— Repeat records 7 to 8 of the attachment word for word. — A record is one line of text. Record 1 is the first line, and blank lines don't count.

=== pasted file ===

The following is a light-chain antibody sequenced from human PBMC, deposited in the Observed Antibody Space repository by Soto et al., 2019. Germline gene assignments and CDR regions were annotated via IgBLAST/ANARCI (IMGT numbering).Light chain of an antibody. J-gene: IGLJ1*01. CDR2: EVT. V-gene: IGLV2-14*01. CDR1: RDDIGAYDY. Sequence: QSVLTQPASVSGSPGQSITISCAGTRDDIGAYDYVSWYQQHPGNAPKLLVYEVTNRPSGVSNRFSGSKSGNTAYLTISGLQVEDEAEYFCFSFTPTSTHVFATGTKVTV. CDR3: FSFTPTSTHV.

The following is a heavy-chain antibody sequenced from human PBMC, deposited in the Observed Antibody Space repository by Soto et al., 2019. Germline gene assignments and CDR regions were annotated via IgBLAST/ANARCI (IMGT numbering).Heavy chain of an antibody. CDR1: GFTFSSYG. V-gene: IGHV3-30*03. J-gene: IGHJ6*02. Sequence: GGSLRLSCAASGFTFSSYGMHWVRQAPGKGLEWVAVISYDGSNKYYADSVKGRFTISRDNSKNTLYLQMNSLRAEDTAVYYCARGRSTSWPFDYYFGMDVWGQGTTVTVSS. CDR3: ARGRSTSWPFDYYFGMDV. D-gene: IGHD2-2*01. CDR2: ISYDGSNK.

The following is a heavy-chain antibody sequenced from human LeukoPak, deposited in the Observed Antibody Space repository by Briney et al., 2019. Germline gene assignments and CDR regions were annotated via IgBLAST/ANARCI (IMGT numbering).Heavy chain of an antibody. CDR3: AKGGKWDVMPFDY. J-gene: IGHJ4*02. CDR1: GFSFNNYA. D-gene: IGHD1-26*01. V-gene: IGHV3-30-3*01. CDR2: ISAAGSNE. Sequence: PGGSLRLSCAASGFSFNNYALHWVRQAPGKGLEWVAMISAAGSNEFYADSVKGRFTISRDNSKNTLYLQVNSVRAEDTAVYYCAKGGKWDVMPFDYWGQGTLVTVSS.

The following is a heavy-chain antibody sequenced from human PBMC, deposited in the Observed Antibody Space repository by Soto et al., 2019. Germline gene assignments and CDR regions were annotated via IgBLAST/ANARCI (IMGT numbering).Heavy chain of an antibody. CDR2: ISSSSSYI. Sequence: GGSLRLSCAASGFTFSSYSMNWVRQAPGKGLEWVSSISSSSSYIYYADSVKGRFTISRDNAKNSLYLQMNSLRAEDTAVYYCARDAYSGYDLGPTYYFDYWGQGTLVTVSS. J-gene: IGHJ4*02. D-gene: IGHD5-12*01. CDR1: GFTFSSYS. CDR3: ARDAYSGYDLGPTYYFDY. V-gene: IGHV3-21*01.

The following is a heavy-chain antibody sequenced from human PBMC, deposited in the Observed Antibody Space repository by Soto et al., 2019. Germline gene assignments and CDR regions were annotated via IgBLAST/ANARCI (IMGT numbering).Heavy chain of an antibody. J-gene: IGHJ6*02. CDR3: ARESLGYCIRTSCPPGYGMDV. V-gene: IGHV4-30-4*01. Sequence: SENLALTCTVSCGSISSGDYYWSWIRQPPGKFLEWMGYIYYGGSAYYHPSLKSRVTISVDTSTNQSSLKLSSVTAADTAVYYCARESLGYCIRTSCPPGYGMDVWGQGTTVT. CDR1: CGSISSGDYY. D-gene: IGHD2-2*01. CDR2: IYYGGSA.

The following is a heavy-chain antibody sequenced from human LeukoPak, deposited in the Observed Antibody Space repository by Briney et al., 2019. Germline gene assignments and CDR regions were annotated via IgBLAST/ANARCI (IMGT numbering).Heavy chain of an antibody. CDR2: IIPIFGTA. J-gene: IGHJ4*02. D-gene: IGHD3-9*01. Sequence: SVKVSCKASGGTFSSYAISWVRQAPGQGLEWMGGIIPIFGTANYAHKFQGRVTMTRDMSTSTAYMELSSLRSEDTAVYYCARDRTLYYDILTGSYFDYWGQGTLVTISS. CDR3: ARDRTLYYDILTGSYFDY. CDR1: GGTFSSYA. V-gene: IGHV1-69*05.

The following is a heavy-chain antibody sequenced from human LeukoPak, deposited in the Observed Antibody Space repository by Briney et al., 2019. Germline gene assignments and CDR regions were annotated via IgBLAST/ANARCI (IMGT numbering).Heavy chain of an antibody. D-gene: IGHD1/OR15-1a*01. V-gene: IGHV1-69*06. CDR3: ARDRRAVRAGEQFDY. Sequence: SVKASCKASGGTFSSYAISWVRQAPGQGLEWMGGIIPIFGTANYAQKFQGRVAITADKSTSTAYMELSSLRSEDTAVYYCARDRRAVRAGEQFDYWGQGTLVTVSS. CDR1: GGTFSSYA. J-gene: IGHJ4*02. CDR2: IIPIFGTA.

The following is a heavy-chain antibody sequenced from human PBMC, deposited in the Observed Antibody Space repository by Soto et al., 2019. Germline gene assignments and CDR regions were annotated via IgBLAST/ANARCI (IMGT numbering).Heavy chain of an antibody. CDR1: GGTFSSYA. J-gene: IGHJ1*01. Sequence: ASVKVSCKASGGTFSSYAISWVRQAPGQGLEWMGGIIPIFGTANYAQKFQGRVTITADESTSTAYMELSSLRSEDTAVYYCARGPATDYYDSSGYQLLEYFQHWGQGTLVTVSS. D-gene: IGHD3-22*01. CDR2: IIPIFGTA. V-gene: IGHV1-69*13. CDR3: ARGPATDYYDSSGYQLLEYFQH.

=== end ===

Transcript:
The following is a heavy-chain antibody sequenced from human LeukoPak, deposited in the Observed Antibody Space repository by Briney et al., 2019. Germline gene assignments and CDR regions were annotated via IgBLAST/ANARCI (IMGT numbering).Heavy chain of an antibody. D-gene: IGHD1/OR15-1a*01. V-gene: IGHV1-69*06. CDR3: ARDRRAVRAGEQFDY. Sequence: SVKASCKASGGTFSSYAISWVRQAPGQGLEWMGGIIPIFGTANYAQKFQGRVAITADKSTSTAYMELSSLRSEDTAVYYCARDRRAVRAGEQFDYWGQGTLVTVSS. CDR1: GGTFSSYA. J-gene: IGHJ4*02. CDR2: IIPIFGTA.

The following is a heavy-chain antibody sequenced from human PBMC, deposited in the Observed Antibody Space repository by Soto et al., 2019. Germline gene assignments and CDR regions were annotated via IgBLAST/ANARCI (IMGT numbering).Heavy chain of an antibody. CDR1: GGTFSSYA. J-gene: IGHJ1*01. Sequence: ASVKVSCKASGGTFSSYAISWVRQAPGQGLEWMGGIIPIFGTANYAQKFQGRVTITADESTSTAYMELSSLRSEDTAVYYCARGPATDYYDSSGYQLLEYFQHWGQGTLVTVSS. D-gene: IGHD3-22*01. CDR2: IIPIFGTA. V-gene: IGHV1-69*13. CDR3: ARGPATDYYDSSGYQLLEYFQH.